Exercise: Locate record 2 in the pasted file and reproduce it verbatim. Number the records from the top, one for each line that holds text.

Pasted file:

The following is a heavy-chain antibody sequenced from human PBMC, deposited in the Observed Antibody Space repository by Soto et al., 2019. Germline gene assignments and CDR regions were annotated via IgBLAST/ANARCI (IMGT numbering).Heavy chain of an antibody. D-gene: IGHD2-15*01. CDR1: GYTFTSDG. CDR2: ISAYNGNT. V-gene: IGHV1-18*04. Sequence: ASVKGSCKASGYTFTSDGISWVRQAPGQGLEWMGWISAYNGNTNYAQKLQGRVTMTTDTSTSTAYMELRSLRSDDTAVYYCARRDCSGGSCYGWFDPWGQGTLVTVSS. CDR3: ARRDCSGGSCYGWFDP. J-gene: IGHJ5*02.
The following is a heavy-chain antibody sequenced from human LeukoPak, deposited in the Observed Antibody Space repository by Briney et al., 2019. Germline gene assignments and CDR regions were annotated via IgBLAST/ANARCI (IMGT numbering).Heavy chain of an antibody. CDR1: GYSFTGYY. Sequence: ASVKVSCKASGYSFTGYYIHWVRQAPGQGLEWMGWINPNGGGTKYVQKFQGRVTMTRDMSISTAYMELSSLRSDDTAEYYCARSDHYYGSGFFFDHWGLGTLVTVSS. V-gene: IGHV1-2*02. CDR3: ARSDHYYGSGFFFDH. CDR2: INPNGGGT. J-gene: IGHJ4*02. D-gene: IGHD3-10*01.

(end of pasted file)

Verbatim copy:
The following is a heavy-chain antibody sequenced from human LeukoPak, deposited in the Observed Antibody Space repository by Briney et al., 2019. Germline gene assignments and CDR regions were annotated via IgBLAST/ANARCI (IMGT numbering).Heavy chain of an antibody. CDR1: GYSFTGYY. Sequence: ASVKVSCKASGYSFTGYYIHWVRQAPGQGLEWMGWINPNGGGTKYVQKFQGRVTMTRDMSISTAYMELSSLRSDDTAEYYCARSDHYYGSGFFFDHWGLGTLVTVSS. V-gene: IGHV1-2*02. CDR3: ARSDHYYGSGFFFDH. CDR2: INPNGGGT. J-gene: IGHJ4*02. D-gene: IGHD3-10*01.